Finally, AMD says the Chimera vulnerability in its Promontory chipset silicon can be exploited by an attacker who can install a malicious driver on a system. Once that's done, the company says "certain Promontory functions" can be exposed. AMD says Chimera can be used to access physical memory through the chipset or to install malware on the chipset that does not persist across reboots. AMD says it is working with the "third-party provider"—ASMedia, by CTS Labs' account—that designed and produced the Promontory chipset to mitigate the problem. Like the other two vulnerabilities, AMD expects that Chimera can be mitigated through a firmware update that will arrive soon.

If AMD can, in fact, mitigate these issues through firmware updates alone, owners of its processors and platforms will likely be able to breathe a little easier. Presumably, CTS Labs will test those mitigations independently and determine whether those customers are, in fact, safe. We'll continue to keep an eye on this story as it develops.

Comments closed
    • cynan
    • 2 years ago

    I think it only fair that if AMD does in fact come through with these patches within a reasonable time period, that CTS Labs pays for the domain name [url=https://community.amd.com/community/amd-corporate/blog<]AMDFIXED.com[/url<] to host the update of this announcement.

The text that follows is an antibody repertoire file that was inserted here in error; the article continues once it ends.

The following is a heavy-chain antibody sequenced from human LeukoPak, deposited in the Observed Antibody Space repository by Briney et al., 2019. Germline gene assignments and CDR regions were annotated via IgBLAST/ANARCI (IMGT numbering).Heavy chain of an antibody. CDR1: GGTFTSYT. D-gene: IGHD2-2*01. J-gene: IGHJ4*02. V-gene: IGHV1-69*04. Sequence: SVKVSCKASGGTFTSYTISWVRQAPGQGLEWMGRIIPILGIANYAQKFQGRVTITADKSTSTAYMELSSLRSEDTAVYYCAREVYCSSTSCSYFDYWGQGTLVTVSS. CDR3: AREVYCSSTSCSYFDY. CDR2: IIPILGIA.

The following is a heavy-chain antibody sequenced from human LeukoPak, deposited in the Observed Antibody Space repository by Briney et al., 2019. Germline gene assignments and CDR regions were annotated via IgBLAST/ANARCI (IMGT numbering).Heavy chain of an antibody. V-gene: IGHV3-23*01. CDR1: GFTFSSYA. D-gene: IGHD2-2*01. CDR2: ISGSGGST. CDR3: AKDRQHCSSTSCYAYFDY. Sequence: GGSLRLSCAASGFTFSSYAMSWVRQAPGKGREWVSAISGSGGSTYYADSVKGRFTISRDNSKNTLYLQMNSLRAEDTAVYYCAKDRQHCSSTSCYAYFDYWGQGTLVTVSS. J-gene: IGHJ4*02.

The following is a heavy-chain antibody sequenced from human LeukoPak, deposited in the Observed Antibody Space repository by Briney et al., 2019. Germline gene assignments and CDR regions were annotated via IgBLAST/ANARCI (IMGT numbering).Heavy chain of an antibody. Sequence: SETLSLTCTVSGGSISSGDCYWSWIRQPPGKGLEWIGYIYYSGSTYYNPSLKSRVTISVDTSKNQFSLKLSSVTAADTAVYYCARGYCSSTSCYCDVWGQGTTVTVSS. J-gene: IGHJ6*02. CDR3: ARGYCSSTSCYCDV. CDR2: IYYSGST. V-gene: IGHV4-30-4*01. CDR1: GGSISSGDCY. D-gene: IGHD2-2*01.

• kuttan
    • 2 years ago

    That CTS Labs multi billion dollar client never thought of such cheap business trick gonna fail to contain AMD 😀

      • ig0012
      • 2 years ago

      Actually, I find it amusing that an attempt to manipulate the AMD stock by an unknown company caused a much more stormy reaction than an attempt to manipulate AMD stock by AMD itself.

      [url<]https://techreport.com/news/28056/amd-securities-fraud-lawsuit-will-go-forward[/url<]

        • NovusBogus
        • 2 years ago

        That kind of lawsuit is exceedingly common so it’s only really newsworthy if by some strange twist of fate AMD gets found culpable of something. They’ll just argue–correctly, in my eyes–that AMD once again misjudged the market and the case will evaporate.

    • stdRaichu
    • 2 years ago